Can Uganda use the COVID-19 experience to contain the spread of Ebola Virus ?


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With the memory of the damages caused by COVID-19 pandemic on the economy still fresh in Uganda, on September 20th an Ebola outbreak was declared in the central districts of Mubende and Kassanda. More than a month after the outbreak, infections continue to climb and this has raised concerns from both the government and the International community.

The Kampala Metropolitan business area is vulnerable due to high population and as the Ebola cases are on the rise. However, the government is still reluctant on imposing lockdown because of the Covid-19 lockdown impacts on the economy. This has attracted several opinions on the possibility of lockdown from both the political community and the general public.

Even though Ugandans are worried about Ebola, a lockdown would be unpopular considering the effects of the COVID-19 pandemic on the economy. People are already struggling with the aftermath of the pandemic especially rising fuel and food costs, they cannot afford to suffer another lockdown.

On record Uganda endured close to two years lockdown, one of the longest COVID-19 pandemic restrictions in the world just one year above Melbourne Australia and Argentina. As a result, we registered the least death cases in the Greats lakes region.

Now, can Uganda use the Covid-19 pandemic experience to stop the further spread of Ebola Virus? This is very possible if all the stakeholders involved in the Health sector including the populace have fulfilled their duties and responsibilities.

Government should sensitize the masses to observe the Standard Operating Procedures (SOPs) as recommended by WHO. These include among others;

  • Frequent hand washing with clean water and soap.
  • Use of hand sanitizer.
  • Wearing of face mask.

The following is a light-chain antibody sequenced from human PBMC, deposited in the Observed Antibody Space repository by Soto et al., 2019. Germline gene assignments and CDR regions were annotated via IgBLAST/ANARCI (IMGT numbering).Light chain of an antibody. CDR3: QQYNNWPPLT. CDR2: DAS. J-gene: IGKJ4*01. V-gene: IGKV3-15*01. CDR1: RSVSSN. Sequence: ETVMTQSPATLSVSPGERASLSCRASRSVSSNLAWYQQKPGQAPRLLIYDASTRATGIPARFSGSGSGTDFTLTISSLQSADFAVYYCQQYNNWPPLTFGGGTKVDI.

• Reporting to the nearest health facility any Ebola suspected case.

Where possible, our exposure to crowds including markets and other areas where large numbers of people congregate can be limited to whenever it’s necessary.

Avoid contact with animals and items that may have come in contact with an infected person’s blood or bodily fluids. As well as sensitizing people on the risks of exhuming bodies of people who died of Ebola to perform cultural and religious rituals.

This is the fifth time that Uganda has experienced an Ebola outbreak since the turn of this century. The first and most devastating was in 2000 which claimed more than 200 people others occurring in 2014, 2017, 2018 and the recent one but we have managed to contain all the situations.

According to reports from the Ministry of health, so far the confirmed Ebola cases stands at 130 and the death toll at 45 including 8 medical workers who contracted the virus from patients they were treating.

As we remember and celebrate Dr. Mathew Lukwiya (late) for his outstanding fight against Ebola, government should also equip the health sector in order to develop the capacity of handling pandemics.

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